We can learn from our mistakes, and get into a brand new relationship with money.
“Accept what is. Let go of what was. Have faith in what will be.”
Sometimes, when things are falling apart, they are actually falling into place. One of the great things about the life we are given, is that it will flex and bend without breaking us.
This posting is a reprint of an article I had written in 2009, and in the throes of the recession of that time. It was originally published on Say “Alaka‘i”, a column I wrote for The Honolulu Advertiser. I remembered it after publishing Where VBM falls short, VCM intercepts, improves, and reinvents business, and after reading a courageous cover story Neal Gabler has written for The Atlantic, The Secret Shame of Middle-Class Americans.
I know that many people still feel the way this reader had felt. Do you?
There is a new ending for this posting, where we focus on the value of ‘IMI OLA. At any given time, that is what I hope Managing with Aloha will do for you — be a resource, whether times are good or bad, where you can look at its list of Aloha-inspired values, and ask yourself— which of these can help me right now?
Goals will change. Values are forever.
From the Say “Alaka‘i” mailbox:
“I’m ready to put all my blog reading on hold: I know you try to keep us in the positives versus the negatives, but I get very frustrated when I read articles by you and other business coaches these days, for all I can focus on is making money and keeping it. I don’t think I’ve ever been so scared about being able to make a living than I am right now. The prospects are so terrible and my savings have run out. It all seems completely out of my control. Your advice about better management and leadership practices may be great when there’s money in the bank, but until then, I can’t be bothered with reading about what I cannot work on. That old saying that money is the root of all evil is so true, isn’t it.”
This wasn’t exactly a question, but it was a heartfelt frustration that I felt compelled to answer both privately and on this column, for I am fully aware that times are tough, and I suspect many people have similar feelings.
Believe me, I share your concern. I will openly admit to all of you that these recessionary years will be trying times during which I will struggle to keep my own business alive and well too. To do so, I must reinvent it a bit, keeping what works and discarding what doesn’t, and replacing those discards with newly promising strategies. That’s exactly what I’m doing.
The Hawaiian value I call on most right now is Ho‘omau, that of persistence and perseverance, seeking to perpetuate the good in my life, and continually reminding myself that adversity can make me stronger, wiser, better. It’s an energy-creating self-talk I cannot allow to falter. Neither can you.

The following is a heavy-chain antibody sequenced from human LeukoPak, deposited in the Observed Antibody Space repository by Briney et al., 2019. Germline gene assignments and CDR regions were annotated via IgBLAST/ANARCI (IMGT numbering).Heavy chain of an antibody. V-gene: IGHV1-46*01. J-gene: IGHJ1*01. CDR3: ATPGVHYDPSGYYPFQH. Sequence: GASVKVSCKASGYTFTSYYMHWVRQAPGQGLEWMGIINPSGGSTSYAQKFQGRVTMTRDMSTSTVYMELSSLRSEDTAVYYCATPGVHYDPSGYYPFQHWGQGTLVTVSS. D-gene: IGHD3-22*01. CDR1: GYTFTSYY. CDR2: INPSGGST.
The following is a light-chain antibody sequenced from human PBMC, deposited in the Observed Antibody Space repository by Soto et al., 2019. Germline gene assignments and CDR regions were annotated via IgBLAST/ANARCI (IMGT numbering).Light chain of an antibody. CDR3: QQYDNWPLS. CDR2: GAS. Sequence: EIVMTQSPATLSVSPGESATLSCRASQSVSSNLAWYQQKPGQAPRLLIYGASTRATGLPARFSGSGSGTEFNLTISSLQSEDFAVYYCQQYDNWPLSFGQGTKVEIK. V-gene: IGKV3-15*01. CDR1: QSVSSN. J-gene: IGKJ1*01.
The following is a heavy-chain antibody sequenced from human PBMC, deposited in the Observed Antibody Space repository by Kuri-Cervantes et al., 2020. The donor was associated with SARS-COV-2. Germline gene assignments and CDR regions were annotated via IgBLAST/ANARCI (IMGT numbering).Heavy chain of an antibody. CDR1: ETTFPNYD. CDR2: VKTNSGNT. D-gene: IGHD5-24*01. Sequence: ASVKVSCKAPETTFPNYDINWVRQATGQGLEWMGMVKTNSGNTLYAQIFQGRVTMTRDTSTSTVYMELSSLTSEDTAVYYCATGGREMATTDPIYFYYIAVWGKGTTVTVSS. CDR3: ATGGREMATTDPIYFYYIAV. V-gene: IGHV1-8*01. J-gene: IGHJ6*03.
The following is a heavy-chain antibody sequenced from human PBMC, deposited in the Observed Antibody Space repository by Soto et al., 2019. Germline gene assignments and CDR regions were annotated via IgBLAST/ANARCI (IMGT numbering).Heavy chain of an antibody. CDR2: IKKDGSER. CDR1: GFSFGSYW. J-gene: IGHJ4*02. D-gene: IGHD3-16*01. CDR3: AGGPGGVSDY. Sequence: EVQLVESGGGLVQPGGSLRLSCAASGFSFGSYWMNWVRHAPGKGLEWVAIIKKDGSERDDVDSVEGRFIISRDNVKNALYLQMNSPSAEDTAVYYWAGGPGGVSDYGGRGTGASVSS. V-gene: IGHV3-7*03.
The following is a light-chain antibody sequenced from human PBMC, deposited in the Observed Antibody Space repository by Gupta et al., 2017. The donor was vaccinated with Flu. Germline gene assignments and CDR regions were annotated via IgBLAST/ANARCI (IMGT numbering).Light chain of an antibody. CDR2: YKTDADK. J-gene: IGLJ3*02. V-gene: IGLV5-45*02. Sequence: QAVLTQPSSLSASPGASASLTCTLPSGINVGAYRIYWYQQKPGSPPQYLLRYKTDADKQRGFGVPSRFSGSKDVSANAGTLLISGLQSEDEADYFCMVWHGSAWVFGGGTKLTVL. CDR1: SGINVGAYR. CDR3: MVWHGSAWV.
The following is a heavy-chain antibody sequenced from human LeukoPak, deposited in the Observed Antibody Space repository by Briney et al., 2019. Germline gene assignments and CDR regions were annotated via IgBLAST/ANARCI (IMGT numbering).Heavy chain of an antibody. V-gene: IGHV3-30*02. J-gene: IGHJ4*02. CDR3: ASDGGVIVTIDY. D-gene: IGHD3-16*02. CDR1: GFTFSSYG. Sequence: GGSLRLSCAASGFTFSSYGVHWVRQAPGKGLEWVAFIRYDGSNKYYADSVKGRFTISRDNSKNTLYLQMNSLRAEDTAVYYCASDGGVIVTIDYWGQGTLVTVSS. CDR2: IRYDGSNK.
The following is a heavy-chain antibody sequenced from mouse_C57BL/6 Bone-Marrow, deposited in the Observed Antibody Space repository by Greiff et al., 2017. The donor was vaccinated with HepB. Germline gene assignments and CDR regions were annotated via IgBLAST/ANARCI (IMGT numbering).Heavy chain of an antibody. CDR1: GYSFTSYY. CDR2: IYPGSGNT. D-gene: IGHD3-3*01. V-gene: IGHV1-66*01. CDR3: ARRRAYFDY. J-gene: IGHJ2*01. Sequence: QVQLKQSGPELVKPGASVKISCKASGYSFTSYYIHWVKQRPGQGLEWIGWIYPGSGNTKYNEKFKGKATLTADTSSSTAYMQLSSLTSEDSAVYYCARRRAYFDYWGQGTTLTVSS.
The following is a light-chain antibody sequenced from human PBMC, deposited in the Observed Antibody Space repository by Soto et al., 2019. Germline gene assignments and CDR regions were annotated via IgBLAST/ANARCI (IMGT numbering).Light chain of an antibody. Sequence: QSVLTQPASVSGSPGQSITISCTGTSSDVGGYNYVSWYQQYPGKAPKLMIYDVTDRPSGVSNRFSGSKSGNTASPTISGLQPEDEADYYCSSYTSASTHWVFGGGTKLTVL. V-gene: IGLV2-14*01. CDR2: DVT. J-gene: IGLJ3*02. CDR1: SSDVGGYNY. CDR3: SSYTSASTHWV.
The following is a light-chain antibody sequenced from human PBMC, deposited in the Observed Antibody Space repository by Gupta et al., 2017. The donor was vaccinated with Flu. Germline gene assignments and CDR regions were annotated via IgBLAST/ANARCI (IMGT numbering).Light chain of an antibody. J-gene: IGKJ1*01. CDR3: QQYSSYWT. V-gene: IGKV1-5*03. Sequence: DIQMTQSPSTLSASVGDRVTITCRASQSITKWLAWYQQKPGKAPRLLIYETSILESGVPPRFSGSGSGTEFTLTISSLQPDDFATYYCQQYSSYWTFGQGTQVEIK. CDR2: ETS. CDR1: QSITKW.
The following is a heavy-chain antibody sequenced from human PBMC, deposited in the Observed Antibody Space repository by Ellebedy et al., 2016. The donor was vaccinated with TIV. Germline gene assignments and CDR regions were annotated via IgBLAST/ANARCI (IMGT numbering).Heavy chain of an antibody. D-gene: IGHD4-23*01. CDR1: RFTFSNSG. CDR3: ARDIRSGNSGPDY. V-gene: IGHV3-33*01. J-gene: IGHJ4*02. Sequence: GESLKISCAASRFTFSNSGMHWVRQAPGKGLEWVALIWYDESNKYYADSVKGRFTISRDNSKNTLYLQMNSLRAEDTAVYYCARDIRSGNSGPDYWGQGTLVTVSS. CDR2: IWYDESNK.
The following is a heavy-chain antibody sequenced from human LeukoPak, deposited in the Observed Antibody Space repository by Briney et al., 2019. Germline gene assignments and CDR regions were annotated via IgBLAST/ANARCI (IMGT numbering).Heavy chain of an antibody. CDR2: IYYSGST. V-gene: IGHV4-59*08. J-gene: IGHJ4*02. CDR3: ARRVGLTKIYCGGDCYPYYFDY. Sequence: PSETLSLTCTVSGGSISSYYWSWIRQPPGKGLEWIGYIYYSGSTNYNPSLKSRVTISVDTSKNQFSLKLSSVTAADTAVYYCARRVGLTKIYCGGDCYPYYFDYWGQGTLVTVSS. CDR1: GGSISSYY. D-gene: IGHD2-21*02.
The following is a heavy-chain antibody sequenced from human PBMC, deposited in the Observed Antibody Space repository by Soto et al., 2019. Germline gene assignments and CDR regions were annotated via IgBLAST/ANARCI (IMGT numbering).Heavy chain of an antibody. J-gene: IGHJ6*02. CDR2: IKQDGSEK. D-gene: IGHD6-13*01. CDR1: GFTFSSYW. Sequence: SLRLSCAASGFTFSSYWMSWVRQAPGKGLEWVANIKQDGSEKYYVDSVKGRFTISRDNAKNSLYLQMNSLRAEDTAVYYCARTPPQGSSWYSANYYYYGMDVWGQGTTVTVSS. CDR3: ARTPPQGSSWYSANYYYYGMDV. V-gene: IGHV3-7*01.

“I don’t care how hard this period is. You have to have the combination of believing that you will prevail, that you will get out of this, but also not be the Pollyanna who ignores the brutal facts. You have to say that we will be in this for a long time and we will turn this into a defining event, a big catalyst to make ourselves a much stronger enterprise. Our characters are being forged in a burning, searing crucible.”
—Jim Collins, in an interview with Jennifer Reingold
I agree, yet I understand the frustration… chances are Jim Collins has much more in his bank account and as revenue stream potential than we do!
As you Ho‘ohana, shift intention to where attention is.
We all must focus on the basics of “making a good living” before we work on things that are the greater pursuits of legacy-focused work that is ‘affordable’ when times are better for us. In the spirit of Managing with Aloha, we turn to the value of ‘Imi ola, and seeking one’s best possible life. Matching up your Ho‘ohana (intention with worthwhile work) to wherever your attentions doggedly must remain is usually a wise strategy. If you need more money, you need more money; that’s the fact of life your intentions must be set toward improving in your favor.
However, believing that “money is evil” isn’t going to be very harmonious with that intention to make more of it. That’s like trying to make a nightmare come true instead of a dream. You want every one of your pursuits to be a noble effort you believe in. Your need for more money (and our need for money as a more sustainable society), isn’t going away, so turn money into your dream enabler instead of your nightmare creator. Money by itself is neither evil nor saintly, but you are.
Money is simply currency. Any “evil” that may be associated with it has to do with bad behavior securing, or using money in an ill-conceived, uneducated or unfortunate way. When the behavior improves —with philanthropy for example, and with social entrepreneurship, so does the reputation of money as the tool which enables those more admirable behaviors. Then we give money a different name: donations, funding, or venture capital. We make the choice, whether money will be spent for good, noble causes, or otherwise.